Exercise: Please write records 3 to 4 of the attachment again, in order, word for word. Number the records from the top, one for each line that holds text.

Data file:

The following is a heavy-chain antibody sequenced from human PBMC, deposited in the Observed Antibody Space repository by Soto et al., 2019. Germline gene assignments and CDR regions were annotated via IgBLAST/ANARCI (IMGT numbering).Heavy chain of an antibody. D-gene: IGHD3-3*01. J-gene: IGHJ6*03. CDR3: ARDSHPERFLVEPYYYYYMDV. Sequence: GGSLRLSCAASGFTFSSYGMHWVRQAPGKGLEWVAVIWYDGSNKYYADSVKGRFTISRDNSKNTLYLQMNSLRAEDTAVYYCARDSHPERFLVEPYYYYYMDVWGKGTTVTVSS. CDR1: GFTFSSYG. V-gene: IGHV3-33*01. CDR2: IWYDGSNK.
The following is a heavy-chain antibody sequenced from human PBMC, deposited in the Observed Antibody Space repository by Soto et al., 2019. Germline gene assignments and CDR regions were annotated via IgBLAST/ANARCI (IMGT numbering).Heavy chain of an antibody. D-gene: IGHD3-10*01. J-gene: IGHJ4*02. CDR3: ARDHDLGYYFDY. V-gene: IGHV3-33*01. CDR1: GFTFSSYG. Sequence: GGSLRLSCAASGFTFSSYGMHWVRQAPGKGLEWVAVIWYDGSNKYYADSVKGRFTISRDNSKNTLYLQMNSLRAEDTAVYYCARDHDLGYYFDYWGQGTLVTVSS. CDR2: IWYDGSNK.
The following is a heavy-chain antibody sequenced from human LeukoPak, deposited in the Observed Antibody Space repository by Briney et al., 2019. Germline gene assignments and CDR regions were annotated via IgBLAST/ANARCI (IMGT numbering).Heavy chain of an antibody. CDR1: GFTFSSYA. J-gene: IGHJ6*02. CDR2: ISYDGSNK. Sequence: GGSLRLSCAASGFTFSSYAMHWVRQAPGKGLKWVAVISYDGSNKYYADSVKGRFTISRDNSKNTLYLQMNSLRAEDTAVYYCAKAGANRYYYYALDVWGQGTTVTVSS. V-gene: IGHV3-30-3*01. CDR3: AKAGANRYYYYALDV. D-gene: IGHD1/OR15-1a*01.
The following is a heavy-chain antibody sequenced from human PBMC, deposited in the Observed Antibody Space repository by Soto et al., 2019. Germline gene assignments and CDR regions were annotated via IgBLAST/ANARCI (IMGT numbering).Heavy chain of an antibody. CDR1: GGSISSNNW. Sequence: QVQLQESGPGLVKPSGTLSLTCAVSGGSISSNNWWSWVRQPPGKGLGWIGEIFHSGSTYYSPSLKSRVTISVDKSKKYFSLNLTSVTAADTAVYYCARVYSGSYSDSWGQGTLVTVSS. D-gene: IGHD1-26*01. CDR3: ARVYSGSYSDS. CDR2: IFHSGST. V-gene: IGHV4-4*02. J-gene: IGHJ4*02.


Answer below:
The following is a heavy-chain antibody sequenced from human LeukoPak, deposited in the Observed Antibody Space repository by Briney et al., 2019. Germline gene assignments and CDR regions were annotated via IgBLAST/ANARCI (IMGT numbering).Heavy chain of an antibody. CDR1: GFTFSSYA. J-gene: IGHJ6*02. CDR2: ISYDGSNK. Sequence: GGSLRLSCAASGFTFSSYAMHWVRQAPGKGLKWVAVISYDGSNKYYADSVKGRFTISRDNSKNTLYLQMNSLRAEDTAVYYCAKAGANRYYYYALDVWGQGTTVTVSS. V-gene: IGHV3-30-3*01. CDR3: AKAGANRYYYYALDV. D-gene: IGHD1/OR15-1a*01.
The following is a heavy-chain antibody sequenced from human PBMC, deposited in the Observed Antibody Space repository by Soto et al., 2019. Germline gene assignments and CDR regions were annotated via IgBLAST/ANARCI (IMGT numbering).Heavy chain of an antibody. CDR1: GGSISSNNW. Sequence: QVQLQESGPGLVKPSGTLSLTCAVSGGSISSNNWWSWVRQPPGKGLGWIGEIFHSGSTYYSPSLKSRVTISVDKSKKYFSLNLTSVTAADTAVYYCARVYSGSYSDSWGQGTLVTVSS. D-gene: IGHD1-26*01. CDR3: ARVYSGSYSDS. CDR2: IFHSGST. V-gene: IGHV4-4*02. J-gene: IGHJ4*02.